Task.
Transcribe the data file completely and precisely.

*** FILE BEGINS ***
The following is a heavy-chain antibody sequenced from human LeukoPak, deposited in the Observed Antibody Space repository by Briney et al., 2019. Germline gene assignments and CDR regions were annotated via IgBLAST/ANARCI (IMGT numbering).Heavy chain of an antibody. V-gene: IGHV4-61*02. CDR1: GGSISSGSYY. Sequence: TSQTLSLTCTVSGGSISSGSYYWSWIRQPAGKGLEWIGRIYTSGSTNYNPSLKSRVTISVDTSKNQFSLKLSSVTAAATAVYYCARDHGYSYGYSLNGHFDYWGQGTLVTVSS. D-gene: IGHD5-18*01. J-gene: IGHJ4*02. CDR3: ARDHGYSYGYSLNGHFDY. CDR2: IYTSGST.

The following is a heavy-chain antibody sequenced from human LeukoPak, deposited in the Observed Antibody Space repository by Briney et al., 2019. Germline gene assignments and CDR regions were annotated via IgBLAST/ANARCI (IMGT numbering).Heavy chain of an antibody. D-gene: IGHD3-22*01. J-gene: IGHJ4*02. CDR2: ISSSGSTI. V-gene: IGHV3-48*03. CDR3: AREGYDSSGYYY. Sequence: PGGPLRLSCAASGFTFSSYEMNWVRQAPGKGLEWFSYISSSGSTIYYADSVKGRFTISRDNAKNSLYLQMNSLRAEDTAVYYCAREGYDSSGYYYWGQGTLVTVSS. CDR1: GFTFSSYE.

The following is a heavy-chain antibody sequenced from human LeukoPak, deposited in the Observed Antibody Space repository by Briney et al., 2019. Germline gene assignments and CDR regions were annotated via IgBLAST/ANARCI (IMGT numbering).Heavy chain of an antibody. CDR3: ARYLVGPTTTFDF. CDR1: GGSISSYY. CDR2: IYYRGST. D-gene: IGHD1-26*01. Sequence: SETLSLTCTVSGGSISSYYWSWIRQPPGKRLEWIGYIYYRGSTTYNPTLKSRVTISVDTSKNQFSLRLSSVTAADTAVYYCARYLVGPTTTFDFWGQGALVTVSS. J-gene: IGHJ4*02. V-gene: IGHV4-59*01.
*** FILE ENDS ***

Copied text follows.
The following is a heavy-chain antibody sequenced from human LeukoPak, deposited in the Observed Antibody Space repository by Briney et al., 2019. Germline gene assignments and CDR regions were annotated via IgBLAST/ANARCI (IMGT numbering).Heavy chain of an antibody. V-gene: IGHV4-61*02. CDR1: GGSISSGSYY. Sequence: TSQTLSLTCTVSGGSISSGSYYWSWIRQPAGKGLEWIGRIYTSGSTNYNPSLKSRVTISVDTSKNQFSLKLSSVTAAATAVYYCARDHGYSYGYSLNGHFDYWGQGTLVTVSS. D-gene: IGHD5-18*01. J-gene: IGHJ4*02. CDR3: ARDHGYSYGYSLNGHFDY. CDR2: IYTSGST.

The following is a heavy-chain antibody sequenced from human LeukoPak, deposited in the Observed Antibody Space repository by Briney et al., 2019. Germline gene assignments and CDR regions were annotated via IgBLAST/ANARCI (IMGT numbering).Heavy chain of an antibody. D-gene: IGHD3-22*01. J-gene: IGHJ4*02. CDR2: ISSSGSTI. V-gene: IGHV3-48*03. CDR3: AREGYDSSGYYY. Sequence: PGGPLRLSCAASGFTFSSYEMNWVRQAPGKGLEWFSYISSSGSTIYYADSVKGRFTISRDNAKNSLYLQMNSLRAEDTAVYYCAREGYDSSGYYYWGQGTLVTVSS. CDR1: GFTFSSYE.

The following is a heavy-chain antibody sequenced from human LeukoPak, deposited in the Observed Antibody Space repository by Briney et al., 2019. Germline gene assignments and CDR regions were annotated via IgBLAST/ANARCI (IMGT numbering).Heavy chain of an antibody. CDR3: ARYLVGPTTTFDF. CDR1: GGSISSYY. CDR2: IYYRGST. D-gene: IGHD1-26*01. Sequence: SETLSLTCTVSGGSISSYYWSWIRQPPGKRLEWIGYIYYRGSTTYNPTLKSRVTISVDTSKNQFSLRLSSVTAADTAVYYCARYLVGPTTTFDFWGQGALVTVSS. J-gene: IGHJ4*02. V-gene: IGHV4-59*01.